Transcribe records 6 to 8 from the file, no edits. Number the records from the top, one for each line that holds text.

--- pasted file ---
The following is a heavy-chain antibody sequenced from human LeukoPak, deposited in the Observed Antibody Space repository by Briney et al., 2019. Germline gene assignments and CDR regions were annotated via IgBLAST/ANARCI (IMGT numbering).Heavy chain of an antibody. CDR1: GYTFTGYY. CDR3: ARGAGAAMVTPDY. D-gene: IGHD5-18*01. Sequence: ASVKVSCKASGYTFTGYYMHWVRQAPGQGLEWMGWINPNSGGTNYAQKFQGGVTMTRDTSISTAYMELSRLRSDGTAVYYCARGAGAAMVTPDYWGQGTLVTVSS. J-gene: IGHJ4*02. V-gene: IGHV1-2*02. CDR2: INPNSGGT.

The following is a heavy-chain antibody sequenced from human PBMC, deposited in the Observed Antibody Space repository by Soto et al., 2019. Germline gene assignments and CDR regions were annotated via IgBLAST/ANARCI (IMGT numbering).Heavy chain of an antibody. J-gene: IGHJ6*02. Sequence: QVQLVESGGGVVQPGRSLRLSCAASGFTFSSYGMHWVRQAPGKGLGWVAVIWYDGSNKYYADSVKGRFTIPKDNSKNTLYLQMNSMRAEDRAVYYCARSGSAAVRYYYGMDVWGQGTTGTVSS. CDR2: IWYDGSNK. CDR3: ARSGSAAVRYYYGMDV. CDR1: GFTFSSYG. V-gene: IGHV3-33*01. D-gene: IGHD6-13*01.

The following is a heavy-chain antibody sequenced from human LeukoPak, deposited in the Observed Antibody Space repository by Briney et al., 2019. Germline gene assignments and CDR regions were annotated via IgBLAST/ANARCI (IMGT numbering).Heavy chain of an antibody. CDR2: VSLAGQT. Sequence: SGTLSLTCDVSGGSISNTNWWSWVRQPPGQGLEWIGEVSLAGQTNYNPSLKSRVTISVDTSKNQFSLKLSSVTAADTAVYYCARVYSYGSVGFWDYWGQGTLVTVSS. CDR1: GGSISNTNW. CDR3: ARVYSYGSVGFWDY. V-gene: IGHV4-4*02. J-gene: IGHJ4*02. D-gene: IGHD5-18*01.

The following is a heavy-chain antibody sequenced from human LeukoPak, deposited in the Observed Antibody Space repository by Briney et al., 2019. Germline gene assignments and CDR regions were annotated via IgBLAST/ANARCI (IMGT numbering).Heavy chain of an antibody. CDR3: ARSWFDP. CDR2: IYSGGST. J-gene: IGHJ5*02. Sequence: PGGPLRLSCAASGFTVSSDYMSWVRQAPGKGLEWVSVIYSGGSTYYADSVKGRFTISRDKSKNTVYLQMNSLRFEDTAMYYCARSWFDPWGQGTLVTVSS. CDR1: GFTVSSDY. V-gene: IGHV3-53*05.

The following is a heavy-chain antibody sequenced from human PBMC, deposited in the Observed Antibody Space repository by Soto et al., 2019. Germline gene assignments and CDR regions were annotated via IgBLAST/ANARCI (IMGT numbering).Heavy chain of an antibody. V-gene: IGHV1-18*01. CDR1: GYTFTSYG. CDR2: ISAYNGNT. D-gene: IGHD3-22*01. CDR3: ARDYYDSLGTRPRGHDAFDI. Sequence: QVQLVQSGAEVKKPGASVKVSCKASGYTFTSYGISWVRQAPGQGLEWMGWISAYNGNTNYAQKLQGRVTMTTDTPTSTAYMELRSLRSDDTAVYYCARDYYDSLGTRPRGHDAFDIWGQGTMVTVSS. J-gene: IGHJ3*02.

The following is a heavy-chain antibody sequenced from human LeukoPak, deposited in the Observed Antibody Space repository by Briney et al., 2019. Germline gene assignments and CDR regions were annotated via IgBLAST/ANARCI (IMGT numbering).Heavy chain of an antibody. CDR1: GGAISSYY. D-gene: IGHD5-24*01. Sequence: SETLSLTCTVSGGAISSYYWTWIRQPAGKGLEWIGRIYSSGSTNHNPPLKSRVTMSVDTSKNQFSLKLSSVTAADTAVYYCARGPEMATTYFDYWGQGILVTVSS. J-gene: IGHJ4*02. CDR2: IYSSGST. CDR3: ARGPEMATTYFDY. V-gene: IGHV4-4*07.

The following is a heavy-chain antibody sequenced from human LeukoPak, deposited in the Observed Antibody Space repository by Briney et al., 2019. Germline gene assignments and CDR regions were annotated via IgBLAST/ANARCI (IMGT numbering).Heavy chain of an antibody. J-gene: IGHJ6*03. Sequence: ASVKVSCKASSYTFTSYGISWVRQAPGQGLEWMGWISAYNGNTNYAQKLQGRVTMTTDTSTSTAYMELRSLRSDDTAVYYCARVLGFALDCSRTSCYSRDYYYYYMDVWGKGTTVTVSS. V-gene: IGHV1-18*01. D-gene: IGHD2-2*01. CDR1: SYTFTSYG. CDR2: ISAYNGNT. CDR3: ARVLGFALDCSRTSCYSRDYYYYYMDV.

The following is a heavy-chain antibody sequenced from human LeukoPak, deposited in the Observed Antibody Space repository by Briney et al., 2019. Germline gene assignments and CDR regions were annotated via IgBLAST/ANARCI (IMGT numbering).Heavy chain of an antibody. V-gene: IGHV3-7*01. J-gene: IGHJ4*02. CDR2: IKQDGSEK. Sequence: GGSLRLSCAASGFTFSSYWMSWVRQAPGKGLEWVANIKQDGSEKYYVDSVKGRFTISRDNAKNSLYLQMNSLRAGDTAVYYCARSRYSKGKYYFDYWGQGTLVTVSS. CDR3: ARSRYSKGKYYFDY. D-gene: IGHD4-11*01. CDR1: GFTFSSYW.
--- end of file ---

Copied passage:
The following is a heavy-chain antibody sequenced from human LeukoPak, deposited in the Observed Antibody Space repository by Briney et al., 2019. Germline gene assignments and CDR regions were annotated via IgBLAST/ANARCI (IMGT numbering).Heavy chain of an antibody. CDR1: GGAISSYY. D-gene: IGHD5-24*01. Sequence: SETLSLTCTVSGGAISSYYWTWIRQPAGKGLEWIGRIYSSGSTNHNPPLKSRVTMSVDTSKNQFSLKLSSVTAADTAVYYCARGPEMATTYFDYWGQGILVTVSS. J-gene: IGHJ4*02. CDR2: IYSSGST. CDR3: ARGPEMATTYFDY. V-gene: IGHV4-4*07.

The following is a heavy-chain antibody sequenced from human LeukoPak, deposited in the Observed Antibody Space repository by Briney et al., 2019. Germline gene assignments and CDR regions were annotated via IgBLAST/ANARCI (IMGT numbering).Heavy chain of an antibody. J-gene: IGHJ6*03. Sequence: ASVKVSCKASSYTFTSYGISWVRQAPGQGLEWMGWISAYNGNTNYAQKLQGRVTMTTDTSTSTAYMELRSLRSDDTAVYYCARVLGFALDCSRTSCYSRDYYYYYMDVWGKGTTVTVSS. V-gene: IGHV1-18*01. D-gene: IGHD2-2*01. CDR1: SYTFTSYG. CDR2: ISAYNGNT. CDR3: ARVLGFALDCSRTSCYSRDYYYYYMDV.

The following is a heavy-chain antibody sequenced from human LeukoPak, deposited in the Observed Antibody Space repository by Briney et al., 2019. Germline gene assignments and CDR regions were annotated via IgBLAST/ANARCI (IMGT numbering).Heavy chain of an antibody. V-gene: IGHV3-7*01. J-gene: IGHJ4*02. CDR2: IKQDGSEK. Sequence: GGSLRLSCAASGFTFSSYWMSWVRQAPGKGLEWVANIKQDGSEKYYVDSVKGRFTISRDNAKNSLYLQMNSLRAGDTAVYYCARSRYSKGKYYFDYWGQGTLVTVSS. CDR3: ARSRYSKGKYYFDY. D-gene: IGHD4-11*01. CDR1: GFTFSSYW.